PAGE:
By now, Mets fans are well aware playing in New York is just different, and there are some players who struggle with the experience. There are countless examples, and it is really difficult to ascertain who will struggle, and who will succeed.
Bobby Bonilla was kid from the Bronx who grew up a Mets fan. When he hit free agency, he wanted to be a Met, and it proved to be the worst thing that ever happened to him.
While he did have good years, he wasn’t the player we expected. It led to booing and probably worse. Things were so bad he had to wear earplugs.
Jason Bay handled Boston extraordinarily well, but he couldn’t quite handle New York. However, to be fair, there would prove to be extenuating circumstances like the outfield walls and concussions.
What’s really interesting is even being a Yankee previously isn’t an indicator of immediate success. For example, Curtis Granderson needed an adjustment year before taking off in 2015.
That adjustment year is something we’ve seen on multiple occasions. The most classic example is Carlos Beltran who went from complete and utter bust to Hall of Famer.
What is interesting with respect to these and other players who have struggled with the environment is they are not always upfront about how difficult it is to play and adjust to playing in New York.
To an extent, that makes Edwin Diaz unique.
In an interview with Nathalie Alonso of MLB.com, Diaz admitted to his struggles, and he also spoke about how he hopes Beltran can help him adjust. Certainly, it would make a lot of sense considering they have had very similar experiences.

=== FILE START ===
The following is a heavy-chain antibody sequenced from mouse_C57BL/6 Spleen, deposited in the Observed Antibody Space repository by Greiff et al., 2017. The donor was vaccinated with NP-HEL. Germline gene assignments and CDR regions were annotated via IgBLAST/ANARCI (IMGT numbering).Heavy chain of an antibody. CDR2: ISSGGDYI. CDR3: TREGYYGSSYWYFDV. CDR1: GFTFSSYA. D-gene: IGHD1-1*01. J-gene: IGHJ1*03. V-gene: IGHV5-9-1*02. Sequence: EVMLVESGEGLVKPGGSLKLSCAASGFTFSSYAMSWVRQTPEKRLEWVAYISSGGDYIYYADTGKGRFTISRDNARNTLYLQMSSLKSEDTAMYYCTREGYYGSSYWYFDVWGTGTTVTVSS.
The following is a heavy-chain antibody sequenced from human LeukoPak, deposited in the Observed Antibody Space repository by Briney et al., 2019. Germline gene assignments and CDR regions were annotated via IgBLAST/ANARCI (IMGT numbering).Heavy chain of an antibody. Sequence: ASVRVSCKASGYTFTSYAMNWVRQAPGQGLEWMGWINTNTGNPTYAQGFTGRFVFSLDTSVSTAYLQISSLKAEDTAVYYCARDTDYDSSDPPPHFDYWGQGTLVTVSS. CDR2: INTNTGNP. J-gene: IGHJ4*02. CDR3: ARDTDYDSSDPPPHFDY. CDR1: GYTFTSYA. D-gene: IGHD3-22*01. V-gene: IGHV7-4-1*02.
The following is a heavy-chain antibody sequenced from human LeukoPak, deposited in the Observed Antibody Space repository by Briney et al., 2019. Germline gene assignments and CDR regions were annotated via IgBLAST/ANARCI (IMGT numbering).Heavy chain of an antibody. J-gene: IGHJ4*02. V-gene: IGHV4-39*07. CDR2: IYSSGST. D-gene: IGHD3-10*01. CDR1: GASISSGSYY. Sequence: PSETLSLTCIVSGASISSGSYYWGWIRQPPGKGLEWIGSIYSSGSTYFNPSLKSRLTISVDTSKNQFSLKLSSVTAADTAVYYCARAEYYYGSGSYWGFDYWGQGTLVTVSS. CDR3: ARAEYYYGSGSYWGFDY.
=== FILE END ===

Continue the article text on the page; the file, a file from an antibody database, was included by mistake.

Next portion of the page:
What really stands out is he’s admitted to needing help learning how to handle the city and the need to prepare himself mentally.
While Diaz did not address the booing, it certainly had to be a factor. It’s hard to believe it wasn’t.
Considering his performance and the fans frustrations, you can understand their booing. In fact, you could say it was merited. However, now, we know it was the worst possible thing fans could’ve done.
On Opening Day, the fans need to give Diaz a standing ovation. We need to show our support of him and ease some of his anxiety. When he struggles, the fans need to refrain from booing him. Rather, the fans need to understand him.
He’s admitted to a struggle. That doesn’t make him mentally weak. In fact, it makes him strong. Anyone who admits a struggle and admits for help is strong. That said, he does need help.
It’s incumbent on fans to help the extent they can. Don’t boo him. Support him. Give him peace of mind. This is what fans need to do to help Diaz perform to the best of his ability, which at the end of the day, is all the fans want.
A reinvigorated Diaz returning to his 2018 form is something this Mets team desperately needs to succeed. Let’s do all we can to make sure that happens.
With the Mets hiring Carlos Beltran, they are not only bringing home one of the greatest players in team history. They are also having a future Hall of Famer try to guide the Mets to their third World Series in franchise history. Looking over the 150 years of baseball, that is a feat accomplished by only nine other Hall of Famers.
Perhaps most daunting, it was last accomplished in 1978, and it has only been twice accomplished by Hall of Famers who were not player/managers. Can you name those two managers and all nine Hall of Famers? Good luck!
In 2004, Carlos Beltran was one of the best players in baseball. Between his time with the Kansas City Royals and Houston Astros, he hit .267/.367/.548 with 36 doubles, nine triples, 38 homers, 104 RBI, and 42 stolen bases.
By WAR, he was the tenth best player in baseball. In the postseason, there was no one better than him as he hit eight homers in 12 postseason games.
This led to his signing a huge seven year $119 million contract. It was a contract befitting his burgeoning superstar status.
Only he wasn’t a superstar in 2005. Rather, he looked like a overpaid player who could make fans wonder if this deal would be as bad or worse as the Bobby Bonilla signing.